Primary care physicians (PCP), which includes general internists and family medicine doctors, typically manage and coordinate most of the health care a patient receives.1,2 They are usually the first point-of-contact for questions, new problems, and injuries. They also perform wellness check-ups and critical screening, such as for cancer and risk factors for heart attack and stroke.3 Screening can result in early identification of cancers allowing for early and optimized treatments. PCPs provide lifestyle counseling for preventable conditions such as hypertension, hyperlipidemia, and type 2 diabetes.2 They are the first-line of treatment for all of these types of conditions with the goal to prevent disease progression and morbidity. Often, they are also the first to identify and diagnose other serious chronic conditions, such as rheumatoid arthritis (RA) or lupus. PCPs assess all of a patient’s medical problems and refer and defer to specialists, when needed, for the treatment of complex or chronic conditions.
Patients with rheumatological diseases usually require a specialist called a rheumatologist who has special training to manage their disease.4 In the best case, a patient’s PCP and rheumatologist communicate and work together to provide streamlined and comprehensive care.
Studies have shown that patients with RA who also see their PCP regularly are more likely to receive critical disease screening than those who do not see their PCP. For example, a 2018 study5 examined US claims data from 2006 to 2010 and identified patients with RA (n=12,182), diabetes mellitus (DM) (n=62,834), both RA and DM (n=1,082), or neither condition (n=167,811). After analyzing the number of patients screened for hyperlipidemia, the authors found that patients who saw both a rheumatologist as well as a non-rheumatologist clinician during follow-up had a 55% (95% confidence interval [CI] [1.36 – 1.78]) higher probability of having hyperlipidemia screening than those who only saw a rheumatologist. Bartels et al. also examined lipid screening in 3298 patients with RA.6 They found that screening was decreased by 22% (adjusted risk ratio 0.78, 95% CI [0.71 – 0.84]) in patients who did not see a PCP at least annually.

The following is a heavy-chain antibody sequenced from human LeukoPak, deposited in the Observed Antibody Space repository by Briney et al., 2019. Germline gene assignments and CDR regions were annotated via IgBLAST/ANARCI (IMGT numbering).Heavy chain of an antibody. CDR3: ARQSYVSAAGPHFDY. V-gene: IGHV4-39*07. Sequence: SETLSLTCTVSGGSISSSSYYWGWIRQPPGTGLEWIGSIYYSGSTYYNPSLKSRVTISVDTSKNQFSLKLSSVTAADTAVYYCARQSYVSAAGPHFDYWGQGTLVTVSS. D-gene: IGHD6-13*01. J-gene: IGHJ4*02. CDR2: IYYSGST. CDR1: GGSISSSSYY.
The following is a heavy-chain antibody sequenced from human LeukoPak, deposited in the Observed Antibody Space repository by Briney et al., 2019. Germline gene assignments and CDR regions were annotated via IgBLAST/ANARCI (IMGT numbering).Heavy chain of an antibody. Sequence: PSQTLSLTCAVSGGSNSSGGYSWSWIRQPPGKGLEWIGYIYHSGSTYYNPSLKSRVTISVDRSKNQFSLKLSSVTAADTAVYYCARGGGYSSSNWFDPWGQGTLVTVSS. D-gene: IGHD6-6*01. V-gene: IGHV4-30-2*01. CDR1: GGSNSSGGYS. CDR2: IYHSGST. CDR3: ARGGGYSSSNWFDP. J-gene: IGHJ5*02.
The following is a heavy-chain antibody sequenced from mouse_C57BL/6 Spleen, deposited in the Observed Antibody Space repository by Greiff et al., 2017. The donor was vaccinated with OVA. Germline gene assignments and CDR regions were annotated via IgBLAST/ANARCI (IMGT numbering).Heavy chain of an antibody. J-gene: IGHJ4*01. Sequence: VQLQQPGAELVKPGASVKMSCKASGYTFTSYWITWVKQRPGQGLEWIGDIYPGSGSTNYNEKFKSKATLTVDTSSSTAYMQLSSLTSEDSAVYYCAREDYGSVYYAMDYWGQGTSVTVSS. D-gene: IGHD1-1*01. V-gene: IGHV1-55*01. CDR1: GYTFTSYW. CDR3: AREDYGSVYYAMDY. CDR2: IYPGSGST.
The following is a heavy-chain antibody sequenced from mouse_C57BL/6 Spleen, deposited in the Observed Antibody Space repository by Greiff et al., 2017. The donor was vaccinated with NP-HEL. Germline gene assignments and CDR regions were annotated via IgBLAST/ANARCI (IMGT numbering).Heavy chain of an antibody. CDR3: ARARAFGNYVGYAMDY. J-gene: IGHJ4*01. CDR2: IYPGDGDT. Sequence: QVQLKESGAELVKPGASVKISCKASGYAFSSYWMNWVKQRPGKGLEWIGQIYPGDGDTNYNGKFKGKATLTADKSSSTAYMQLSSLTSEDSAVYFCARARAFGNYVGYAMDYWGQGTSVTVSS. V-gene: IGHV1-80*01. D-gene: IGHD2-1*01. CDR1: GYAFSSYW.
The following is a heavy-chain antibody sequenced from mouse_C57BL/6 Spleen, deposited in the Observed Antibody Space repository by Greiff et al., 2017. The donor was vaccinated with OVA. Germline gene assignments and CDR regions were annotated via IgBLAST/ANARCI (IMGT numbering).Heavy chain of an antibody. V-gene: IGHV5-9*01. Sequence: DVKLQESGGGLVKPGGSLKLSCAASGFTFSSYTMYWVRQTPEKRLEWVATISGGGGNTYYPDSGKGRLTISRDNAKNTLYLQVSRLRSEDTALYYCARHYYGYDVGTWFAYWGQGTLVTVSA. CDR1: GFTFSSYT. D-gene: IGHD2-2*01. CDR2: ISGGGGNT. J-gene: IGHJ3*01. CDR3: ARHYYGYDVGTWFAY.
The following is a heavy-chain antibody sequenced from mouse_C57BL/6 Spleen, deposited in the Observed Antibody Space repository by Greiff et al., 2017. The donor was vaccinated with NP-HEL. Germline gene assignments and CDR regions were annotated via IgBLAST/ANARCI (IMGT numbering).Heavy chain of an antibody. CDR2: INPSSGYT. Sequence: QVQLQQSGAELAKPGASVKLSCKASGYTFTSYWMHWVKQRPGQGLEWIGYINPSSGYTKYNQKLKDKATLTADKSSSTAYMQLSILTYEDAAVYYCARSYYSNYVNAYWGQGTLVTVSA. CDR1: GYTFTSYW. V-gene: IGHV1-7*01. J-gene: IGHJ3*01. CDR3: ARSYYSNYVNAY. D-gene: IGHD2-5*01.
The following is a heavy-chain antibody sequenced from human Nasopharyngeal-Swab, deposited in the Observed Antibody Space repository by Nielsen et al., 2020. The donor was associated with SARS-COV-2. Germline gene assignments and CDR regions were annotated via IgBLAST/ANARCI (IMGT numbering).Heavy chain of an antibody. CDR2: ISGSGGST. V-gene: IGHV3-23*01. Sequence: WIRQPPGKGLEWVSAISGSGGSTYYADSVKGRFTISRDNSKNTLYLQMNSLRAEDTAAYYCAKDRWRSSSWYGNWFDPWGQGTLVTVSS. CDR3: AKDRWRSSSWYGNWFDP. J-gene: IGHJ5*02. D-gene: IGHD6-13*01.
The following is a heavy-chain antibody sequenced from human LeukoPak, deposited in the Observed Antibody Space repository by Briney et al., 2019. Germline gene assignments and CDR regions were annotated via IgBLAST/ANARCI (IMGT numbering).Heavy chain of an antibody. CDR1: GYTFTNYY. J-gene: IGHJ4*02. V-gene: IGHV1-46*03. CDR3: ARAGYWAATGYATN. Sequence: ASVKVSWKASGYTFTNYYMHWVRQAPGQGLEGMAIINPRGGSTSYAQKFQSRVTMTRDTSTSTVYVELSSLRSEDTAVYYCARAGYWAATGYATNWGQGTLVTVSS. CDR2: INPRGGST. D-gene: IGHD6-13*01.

- U.S. National Library of Medicine. Choosing a primary care provider. 2017; https://medlineplus.gov/ency/article/001939.htm. Accessed June 7, 2019.
- Shi L. The impact of primary care: a focused review. Scientifica (Cairo) 2012; 2012: 432892.
- Curry SJ, Krist AH, Owens DK. Eighth Annual Report to Congress on High-Priority Evidence Gaps for Clinical Preventive Services. U.S. Preventive Services Task Force; Nov 2018.
- Rat AC, Henegariu V, Boissier MC. Do primary care physicians have a place in the management of rheumatoid arthritis? Joint Bone Spine 2004; 71 (3): 190-197.
- Navarro-Millan I, Yang S, Chen L, et al. Screening of hyperlipidemia among patients with rheumatoid arthritis in the United States. Arthritis Care Res (Hoboken) 2018.
- Bartels CM, Kind AJ, Everett C, Mell M, McBride P, Smith M. Low frequency of primary lipid screening among medicare patients with rheumatoid arthritis. Arthritis Rheum 2011; 63 (5): 1221-1230.